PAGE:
file-position on non-files
Here's a can of worms. It involves a string-stream, but vector streams in Clozure CL (see l1-streams.lisp) work similarly.

The result varies by Common Lisp implementation:

CCL "w"
ACL "w"
ECL "w"
MKCL "w"
Clasp "w"
npt "w"
ABCL "woo"
SBCL "woo"
LispWorks "woo"
Corman "foow"

So for a few implementations, the output is truncated by the use of file-position (as if by setting the fill-pointer). SBCL's implementation (since version remembers the ending position and doesn't truncate the output. Which is less surprising, unless you actually wanted to truncate the output. Then you'd need a different approach. LispWorks appears to be in the same camp with SBCL. In Corman Common Lisp, the file-position is different from the actual output position.

Clozure CL

Since file-position in CCL operates this way with vector streams (i.e. having the effect of truncation), David Mullen often does low-level tricks like writing directly to the underlying vector. This gets into the internals (specifically: stuff that's private to the CCL package) and isn't exactly safe code, since it assumes there is already space in the buffer, and would otherwise need to call %extend-vector-output-stream (directly or indirectly):

(defun %vector-stream-write-u32 (u stream position) (let* ((ioblock (basic-stream-ioblock stream)) (origin (vector-output-stream-ioblock-displacement ioblock))) (declare (type (integer 0 #.array-dimension-limit) origin)) (declare (type (integer 0 #.array-dimension-limit) position)) (declare (optimize (safety 0) (speed 3))) (let* ((outbuf (ioblock-outbuf ioblock)) (buffer (io-buffer-buffer outbuf)) (index (+ origin position))) (declare (type (unsigned-byte 32) u)) (declare (type (integer 0 #.array-dimension-limit) index)) (declare (type (simple-array (unsigned-byte 8) (*)) buffer)) (setf (aref buffer (+ index 0)) (ldb (byte 8 0) u)) (setf (aref buffer (+ index 1)) (ldb (byte 8 8) u)) (setf (aref buffer (+ index 2)) (ldb (byte 8 16) u)) (setf (aref buffer (+ index 3)) (ldb (byte 8 24) u)))))

An example (possibly unwise):

(with-output-to-vector (stream) (write-string "time" stream) ;; Vector streams are bivalent, meaning they take octets and characters. ;; So we just wrote the string "time" and we'll overwrite it with the ;; value of (get-universal-time) encoded in little-endian 32-bit format. (%vector-stream-write-u32 (get-universal-time) stream 0))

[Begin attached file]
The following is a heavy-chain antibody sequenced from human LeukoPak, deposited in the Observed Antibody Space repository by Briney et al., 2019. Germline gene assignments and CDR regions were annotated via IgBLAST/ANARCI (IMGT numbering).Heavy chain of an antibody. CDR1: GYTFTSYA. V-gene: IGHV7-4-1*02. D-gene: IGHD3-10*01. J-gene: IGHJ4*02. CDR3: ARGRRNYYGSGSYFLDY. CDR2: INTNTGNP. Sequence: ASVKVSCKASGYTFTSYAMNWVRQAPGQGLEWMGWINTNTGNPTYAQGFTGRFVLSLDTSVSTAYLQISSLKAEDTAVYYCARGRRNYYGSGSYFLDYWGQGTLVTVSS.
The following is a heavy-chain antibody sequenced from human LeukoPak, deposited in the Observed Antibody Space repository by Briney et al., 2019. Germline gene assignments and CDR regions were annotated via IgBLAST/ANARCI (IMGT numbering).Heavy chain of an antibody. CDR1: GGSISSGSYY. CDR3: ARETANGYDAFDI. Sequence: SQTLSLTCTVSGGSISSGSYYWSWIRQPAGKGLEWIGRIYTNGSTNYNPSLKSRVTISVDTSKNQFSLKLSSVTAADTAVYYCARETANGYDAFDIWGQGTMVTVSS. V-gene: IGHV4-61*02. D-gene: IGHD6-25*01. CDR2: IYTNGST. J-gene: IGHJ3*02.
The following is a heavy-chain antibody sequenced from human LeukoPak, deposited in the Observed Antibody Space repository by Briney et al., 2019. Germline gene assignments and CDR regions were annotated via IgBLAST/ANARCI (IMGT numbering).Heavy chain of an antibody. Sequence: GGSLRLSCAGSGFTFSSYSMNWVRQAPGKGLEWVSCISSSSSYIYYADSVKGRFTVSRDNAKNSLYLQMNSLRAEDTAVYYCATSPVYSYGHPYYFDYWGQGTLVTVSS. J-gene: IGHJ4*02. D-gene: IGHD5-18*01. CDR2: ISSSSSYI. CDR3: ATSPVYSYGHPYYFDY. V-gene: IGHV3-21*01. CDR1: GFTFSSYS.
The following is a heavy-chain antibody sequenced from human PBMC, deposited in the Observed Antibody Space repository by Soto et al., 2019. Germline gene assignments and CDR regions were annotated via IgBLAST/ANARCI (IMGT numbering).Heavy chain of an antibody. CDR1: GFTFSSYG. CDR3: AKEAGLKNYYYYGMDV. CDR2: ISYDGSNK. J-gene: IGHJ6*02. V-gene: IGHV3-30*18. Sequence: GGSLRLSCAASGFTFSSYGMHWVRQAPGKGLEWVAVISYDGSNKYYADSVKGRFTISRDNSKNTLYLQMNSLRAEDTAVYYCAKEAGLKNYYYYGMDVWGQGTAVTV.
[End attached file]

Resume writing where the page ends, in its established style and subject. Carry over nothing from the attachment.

As of this writing, that gives #(164 231 121 229) corresponding to the universal time 3849971620.

Which—the careful programmer will note—doesn't overflow 32 (unsigned) bits. That'll happen in 2036.

Allegro CL

ACL has with-output-to-buffer:

(with-output-to-buffer (stream) (write-string "foo" stream) (file-position stream 0) (write-char #\w stream))

Result of the above:


Which is similar to the result of with-output-to-string. The buffer wants to be a simple-array (and a vector, of course) with an element-type of either (unsigned-byte 8) or (signed-byte 8). Passing a non-simple array as the second argument can have peculiar effects. Consider this example, where the version of ACL is noted in the comment, and the default optimization settings are in effect:

;;; International Allegro CL Free Express Edition ;;; 10.1 [32-bit Windows] (Jan 27, 2021 17:58) ;;; Optimization settings: safety 1, space 1, speed 1, debug 2. (defvar *buffer* (make-array 20 :element-type '(unsigned-byte 8) :initial-element 0)) (defvar *displaced* (make-array 10 :element-type '(unsigned-byte 8) :displaced-index-offset 10 :displaced-to *buffer*)) (with-output-to-buffer (stream *displaced*) (write-string "0123456789" stream))

Then we have this output from ACL's Debug Window:

CG-USER(4): *buffer*
#(0 0 0 0 0 0 0 0 0 0 ...)
CG-USER(5): *displaced*
#<Printer Error, obj=#x21712102: Attempt to take the car of 231574861 which is not listp.>
CG-USER(6): (type-of *displaced*)
CG-USER(7): (aref *displaced* 0)
Error: Attempt to take the car of 231574861 which is not listp.
[condition type: TYPE-ERROR]
CG-USER(8): (length *displaced*)

As the saying goes: "Don't do that, then."

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